“Everything that is raw and imperfect is perfect, rather than being polished,” she said. “That was my main concept. When you see my garments, you will notice that the seams are inside out, and the edges are raw. I implemented the imperfections in my designs.”

A love of “weird, imperfect things” motivated her research. “I don’t like seeing something polished, so I started to go into the history of imperfection, and I came across this Japanese philosophy,” she said. “I read more about it, researched it and found it amazing.”




Lama Al-Bluwi's yearning for AlUla's rich cultural heritage has found expression in a remarkable fashion collection. (Supplied)

Al-Bluwi says there is no dearth of interest within Saudi Arabia in her creations, and many of her friends enjoy wearing them. “I love it when a product gives you a sense of identity or presents something to you,” she said.

At the same time, she hopes to make her mark beyond the Kingdom by spreading awareness of her culture and heritage near and far.

Despite the strain placed on small businesses and the fashion events calendar by the coronavirus pandemic, Al-Bluwi says her business is blossoming, with growing interest from abroad. “That people from other cultures find (my collection) interesting made me very happy,” she said.




Lama Al-Bluwi's designs were also influenced by a dash of Japanese culture. (Supplied)

Catering for an international client base will not only help Al-Bluwi build her brand but also broaden the global appeal and appetite for Saudi Arabia’s bedouin heritage.

“It is important for us as artists or designers to change our perspective on that,” she said, referring to an earlier reluctance to engage with the global marketplace. “We are doing that slowly, but a lot of people have seen my collection, so we are going in the right direction.”

Although she has missed out on promotional events this year, the pandemic has given Al-Bluwi time to hone her skills and to learn from others in Saudi Arabia’s burgeoning fashion industry. “I have learnt that it is very important to have a really good platform or website where everyone can see your work, and not be over-depend on events,” she said.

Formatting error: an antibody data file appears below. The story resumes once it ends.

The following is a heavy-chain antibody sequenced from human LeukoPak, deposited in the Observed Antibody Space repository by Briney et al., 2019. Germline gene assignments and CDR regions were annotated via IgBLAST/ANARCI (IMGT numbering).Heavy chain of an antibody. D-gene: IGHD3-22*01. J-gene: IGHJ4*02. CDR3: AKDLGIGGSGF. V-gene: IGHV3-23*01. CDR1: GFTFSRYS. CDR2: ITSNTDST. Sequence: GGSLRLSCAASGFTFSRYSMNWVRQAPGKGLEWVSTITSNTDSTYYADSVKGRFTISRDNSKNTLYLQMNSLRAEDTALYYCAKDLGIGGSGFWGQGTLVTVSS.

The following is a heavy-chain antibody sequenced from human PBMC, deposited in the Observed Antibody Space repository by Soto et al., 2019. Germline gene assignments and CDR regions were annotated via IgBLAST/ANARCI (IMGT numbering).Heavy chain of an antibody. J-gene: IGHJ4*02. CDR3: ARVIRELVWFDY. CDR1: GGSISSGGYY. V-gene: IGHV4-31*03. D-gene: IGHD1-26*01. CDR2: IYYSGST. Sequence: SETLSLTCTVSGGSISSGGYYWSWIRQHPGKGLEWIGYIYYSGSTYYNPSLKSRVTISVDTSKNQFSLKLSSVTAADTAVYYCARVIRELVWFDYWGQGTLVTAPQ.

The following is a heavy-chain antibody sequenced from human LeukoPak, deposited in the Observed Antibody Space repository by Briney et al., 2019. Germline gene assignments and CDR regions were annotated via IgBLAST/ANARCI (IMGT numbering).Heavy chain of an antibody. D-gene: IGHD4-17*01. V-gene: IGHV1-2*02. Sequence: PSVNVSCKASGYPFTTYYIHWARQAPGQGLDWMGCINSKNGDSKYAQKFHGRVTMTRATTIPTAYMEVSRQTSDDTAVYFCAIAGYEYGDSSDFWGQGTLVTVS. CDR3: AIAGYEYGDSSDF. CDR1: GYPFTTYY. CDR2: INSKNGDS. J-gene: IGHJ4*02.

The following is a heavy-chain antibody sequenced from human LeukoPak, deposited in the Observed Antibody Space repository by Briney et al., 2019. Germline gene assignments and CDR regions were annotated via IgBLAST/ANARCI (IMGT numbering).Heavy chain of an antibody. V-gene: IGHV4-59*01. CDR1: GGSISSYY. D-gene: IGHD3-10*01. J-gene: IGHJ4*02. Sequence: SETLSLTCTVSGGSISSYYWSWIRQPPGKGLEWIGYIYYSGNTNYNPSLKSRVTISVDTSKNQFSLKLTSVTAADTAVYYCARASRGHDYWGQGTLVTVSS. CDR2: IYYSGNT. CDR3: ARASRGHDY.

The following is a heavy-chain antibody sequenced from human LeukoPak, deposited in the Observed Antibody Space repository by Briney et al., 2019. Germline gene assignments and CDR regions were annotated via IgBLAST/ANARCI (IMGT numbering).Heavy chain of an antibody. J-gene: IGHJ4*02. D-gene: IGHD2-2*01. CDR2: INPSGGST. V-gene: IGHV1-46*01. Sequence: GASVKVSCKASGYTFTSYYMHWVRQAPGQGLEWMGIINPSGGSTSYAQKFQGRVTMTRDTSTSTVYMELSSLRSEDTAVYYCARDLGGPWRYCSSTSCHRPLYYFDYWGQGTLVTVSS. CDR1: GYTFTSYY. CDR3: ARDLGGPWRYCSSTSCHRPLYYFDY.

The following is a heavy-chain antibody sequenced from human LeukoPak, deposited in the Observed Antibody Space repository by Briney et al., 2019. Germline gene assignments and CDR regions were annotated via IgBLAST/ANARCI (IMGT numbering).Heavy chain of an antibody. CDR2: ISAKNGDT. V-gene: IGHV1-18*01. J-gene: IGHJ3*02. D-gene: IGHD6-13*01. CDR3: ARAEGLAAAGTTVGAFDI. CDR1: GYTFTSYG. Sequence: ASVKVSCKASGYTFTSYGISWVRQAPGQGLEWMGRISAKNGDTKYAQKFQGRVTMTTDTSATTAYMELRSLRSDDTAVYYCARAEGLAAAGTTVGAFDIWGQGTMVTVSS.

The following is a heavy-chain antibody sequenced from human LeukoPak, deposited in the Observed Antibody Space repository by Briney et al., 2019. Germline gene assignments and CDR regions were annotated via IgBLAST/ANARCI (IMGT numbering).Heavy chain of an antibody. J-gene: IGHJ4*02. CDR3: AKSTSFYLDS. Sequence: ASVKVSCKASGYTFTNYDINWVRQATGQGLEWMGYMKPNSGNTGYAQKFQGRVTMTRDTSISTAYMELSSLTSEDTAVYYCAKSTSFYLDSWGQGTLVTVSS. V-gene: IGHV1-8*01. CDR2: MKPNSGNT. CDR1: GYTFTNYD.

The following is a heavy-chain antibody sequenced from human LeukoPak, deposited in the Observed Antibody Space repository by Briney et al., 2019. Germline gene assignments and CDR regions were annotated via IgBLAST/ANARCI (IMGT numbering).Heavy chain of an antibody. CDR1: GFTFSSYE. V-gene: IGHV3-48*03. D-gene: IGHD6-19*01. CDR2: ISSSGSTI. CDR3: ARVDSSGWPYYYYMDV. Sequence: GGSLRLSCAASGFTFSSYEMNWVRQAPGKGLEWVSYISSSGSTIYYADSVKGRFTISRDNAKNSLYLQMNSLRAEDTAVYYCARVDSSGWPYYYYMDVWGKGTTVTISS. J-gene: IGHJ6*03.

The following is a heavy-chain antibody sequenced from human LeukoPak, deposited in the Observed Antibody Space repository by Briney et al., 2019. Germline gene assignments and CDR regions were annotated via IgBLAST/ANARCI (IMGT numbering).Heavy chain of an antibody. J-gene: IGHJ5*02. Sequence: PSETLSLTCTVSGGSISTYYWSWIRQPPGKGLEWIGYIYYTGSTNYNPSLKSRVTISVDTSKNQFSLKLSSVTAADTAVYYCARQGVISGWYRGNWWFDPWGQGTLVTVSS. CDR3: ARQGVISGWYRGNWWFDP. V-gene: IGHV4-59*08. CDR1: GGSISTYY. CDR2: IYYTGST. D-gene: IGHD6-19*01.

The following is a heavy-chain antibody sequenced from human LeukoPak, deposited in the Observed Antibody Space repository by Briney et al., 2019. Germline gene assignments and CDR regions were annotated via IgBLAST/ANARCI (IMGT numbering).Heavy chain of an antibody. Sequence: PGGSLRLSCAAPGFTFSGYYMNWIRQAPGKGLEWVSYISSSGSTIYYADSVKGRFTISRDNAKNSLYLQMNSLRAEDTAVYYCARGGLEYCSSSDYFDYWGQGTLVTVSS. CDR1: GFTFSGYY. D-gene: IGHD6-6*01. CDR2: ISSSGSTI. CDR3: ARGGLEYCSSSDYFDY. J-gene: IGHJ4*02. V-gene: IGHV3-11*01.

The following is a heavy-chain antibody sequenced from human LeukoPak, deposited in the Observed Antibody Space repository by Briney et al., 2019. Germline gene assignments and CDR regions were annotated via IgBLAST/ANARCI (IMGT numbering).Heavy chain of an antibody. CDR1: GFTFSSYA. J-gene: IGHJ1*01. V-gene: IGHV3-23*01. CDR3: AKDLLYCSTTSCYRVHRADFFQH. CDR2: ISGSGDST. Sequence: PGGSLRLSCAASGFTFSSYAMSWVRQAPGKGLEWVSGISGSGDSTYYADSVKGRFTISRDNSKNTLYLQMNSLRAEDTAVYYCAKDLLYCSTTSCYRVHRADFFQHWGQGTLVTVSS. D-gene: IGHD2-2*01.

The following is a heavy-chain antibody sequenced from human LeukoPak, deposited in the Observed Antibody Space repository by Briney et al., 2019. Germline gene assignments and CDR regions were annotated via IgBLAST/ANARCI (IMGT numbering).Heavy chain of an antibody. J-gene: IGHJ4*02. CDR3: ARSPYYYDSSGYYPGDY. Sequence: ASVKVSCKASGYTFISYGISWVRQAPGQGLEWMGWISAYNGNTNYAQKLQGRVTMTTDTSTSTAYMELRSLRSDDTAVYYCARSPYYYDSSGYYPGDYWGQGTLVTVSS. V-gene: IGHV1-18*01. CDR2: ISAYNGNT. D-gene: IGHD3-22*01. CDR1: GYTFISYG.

Young Saudis across the Kingdom are looking deep within their own heritage for inspiration. (Supplied)

With the Saudi government investing heavily in young entrepreneurs as part of its Vision 2030 economic diversification plan, Al-Bluwi is excited to see more designers spread their wings.

“I’m so happy to be alive at this time in Saudi Arabia. What they’re doing here is beautiful. They are supporting us in so many ways — not just in fashion but in a lot of sectors in the country,” she said.

“It’s a lovely thing to see. It makes us push ourselves even more in the best way possible and it makes me proud of all our talent because we truly all drive each other.”

Twitter: @CalineMalek

The rebirth of AlUla
Hegra, ancient city of the Nabataeans in Saudi Arabia’s historic AlUla Valley, is emerging from the mists of time to take its rightful place as one of the wonders of the world

Enter


keywords

Saudi Arabia announces 2 more COVID-19 deaths

Saudi Arabia announces 2 more COVID-19 deaths
Updated 16 October 2021

Saudi Arabia announces 2 more COVID-19 deaths

Saudi Arabia announces 2 more COVID-19 deaths
  • The total number of recoveries in the Kingdom has increased to 536,900
  • A total of 8,760 people have succumbed to the virus in the Kingdom so far

RIYADH: Saudi Arabia announced two deaths from COVID-19 and 45 new infections on Saturday.

Of the new cases, 20 were recorded in Riyadh, five in Jeddah, two in Tabuk, two in Makkah, two in Al-Khobar, and two in Yanbu. Several other cities recorded one new case each.

The total number of recoveries in the Kingdom increased to 536,900 after 41 more patients recovered from the virus.

A total of 8,760 people have succumbed to the virus in the Kingdom so far.

Over 44.4 million doses of a coronavirus vaccine have been administered in the Kingdom to date.


KSA, Egypt discuss environmental cooperation

KSA, Egypt discuss environmental cooperation
Updated 16 October 2021

KSA, Egypt discuss environmental cooperation

KSA, Egypt discuss environmental cooperation
  • The men praised their countries’ successful cooperation in the field of environmental protection

CAIRO: Egypt’s Environment Minister Yasmine Fouad and her Saudi counterpart Abdulrahman Al-Fadley discussed environmental cooperation between their two countries.